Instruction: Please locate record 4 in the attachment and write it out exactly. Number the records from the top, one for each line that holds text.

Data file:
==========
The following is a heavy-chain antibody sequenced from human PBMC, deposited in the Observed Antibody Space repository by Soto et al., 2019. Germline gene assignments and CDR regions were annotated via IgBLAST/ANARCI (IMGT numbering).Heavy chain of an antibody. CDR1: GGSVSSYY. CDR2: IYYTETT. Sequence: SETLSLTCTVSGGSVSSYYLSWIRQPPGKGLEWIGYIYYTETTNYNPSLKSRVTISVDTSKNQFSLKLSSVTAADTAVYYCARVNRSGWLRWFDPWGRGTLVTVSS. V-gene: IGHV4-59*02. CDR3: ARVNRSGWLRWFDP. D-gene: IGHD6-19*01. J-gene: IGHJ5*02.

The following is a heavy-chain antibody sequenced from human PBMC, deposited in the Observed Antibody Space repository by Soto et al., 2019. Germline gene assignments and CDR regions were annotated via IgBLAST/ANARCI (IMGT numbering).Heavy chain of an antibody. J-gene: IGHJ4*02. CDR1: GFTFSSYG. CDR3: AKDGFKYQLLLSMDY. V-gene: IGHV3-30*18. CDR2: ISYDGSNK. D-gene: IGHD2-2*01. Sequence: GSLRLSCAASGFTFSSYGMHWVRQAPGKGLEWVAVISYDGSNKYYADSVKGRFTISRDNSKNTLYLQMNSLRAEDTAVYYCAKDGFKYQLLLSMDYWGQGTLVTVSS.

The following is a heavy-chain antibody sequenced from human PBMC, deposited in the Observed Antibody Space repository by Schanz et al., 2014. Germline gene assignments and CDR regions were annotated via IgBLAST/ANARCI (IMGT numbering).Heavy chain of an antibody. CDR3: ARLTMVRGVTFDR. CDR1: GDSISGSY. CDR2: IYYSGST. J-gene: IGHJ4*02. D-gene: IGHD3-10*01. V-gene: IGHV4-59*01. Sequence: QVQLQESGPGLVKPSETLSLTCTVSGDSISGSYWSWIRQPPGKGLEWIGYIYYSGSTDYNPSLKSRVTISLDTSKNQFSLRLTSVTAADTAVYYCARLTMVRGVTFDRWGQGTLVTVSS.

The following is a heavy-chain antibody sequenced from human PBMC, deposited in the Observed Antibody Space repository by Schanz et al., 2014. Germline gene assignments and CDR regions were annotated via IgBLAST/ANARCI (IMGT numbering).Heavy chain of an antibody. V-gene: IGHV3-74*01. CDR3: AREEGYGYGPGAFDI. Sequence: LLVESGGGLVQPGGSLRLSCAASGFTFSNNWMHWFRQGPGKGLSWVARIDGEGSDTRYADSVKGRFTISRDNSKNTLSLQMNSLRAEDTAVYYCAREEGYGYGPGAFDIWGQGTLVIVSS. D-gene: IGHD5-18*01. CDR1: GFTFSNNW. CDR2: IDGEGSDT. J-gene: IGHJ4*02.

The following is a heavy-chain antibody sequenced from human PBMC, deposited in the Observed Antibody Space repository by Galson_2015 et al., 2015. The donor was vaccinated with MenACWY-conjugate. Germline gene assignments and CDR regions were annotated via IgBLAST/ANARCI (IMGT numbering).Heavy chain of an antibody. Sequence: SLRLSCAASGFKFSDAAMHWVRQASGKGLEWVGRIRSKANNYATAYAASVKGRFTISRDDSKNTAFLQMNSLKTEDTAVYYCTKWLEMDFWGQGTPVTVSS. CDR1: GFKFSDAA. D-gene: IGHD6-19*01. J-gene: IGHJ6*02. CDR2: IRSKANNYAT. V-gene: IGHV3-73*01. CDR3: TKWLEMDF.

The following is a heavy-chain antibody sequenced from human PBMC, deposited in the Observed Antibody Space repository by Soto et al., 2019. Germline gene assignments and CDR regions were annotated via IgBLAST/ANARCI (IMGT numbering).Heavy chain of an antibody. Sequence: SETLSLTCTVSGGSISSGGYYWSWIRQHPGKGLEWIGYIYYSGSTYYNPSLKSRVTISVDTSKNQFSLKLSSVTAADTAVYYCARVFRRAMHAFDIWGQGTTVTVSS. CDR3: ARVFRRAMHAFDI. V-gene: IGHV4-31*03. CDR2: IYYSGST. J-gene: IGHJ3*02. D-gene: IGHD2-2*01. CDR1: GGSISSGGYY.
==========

The following is a heavy-chain antibody sequenced from human PBMC, deposited in the Observed Antibody Space repository by Schanz et al., 2014. Germline gene assignments and CDR regions were annotated via IgBLAST/ANARCI (IMGT numbering).Heavy chain of an antibody. V-gene: IGHV3-74*01. CDR3: AREEGYGYGPGAFDI. Sequence: LLVESGGGLVQPGGSLRLSCAASGFTFSNNWMHWFRQGPGKGLSWVARIDGEGSDTRYADSVKGRFTISRDNSKNTLSLQMNSLRAEDTAVYYCAREEGYGYGPGAFDIWGQGTLVIVSS. D-gene: IGHD5-18*01. CDR1: GFTFSNNW. CDR2: IDGEGSDT. J-gene: IGHJ4*02.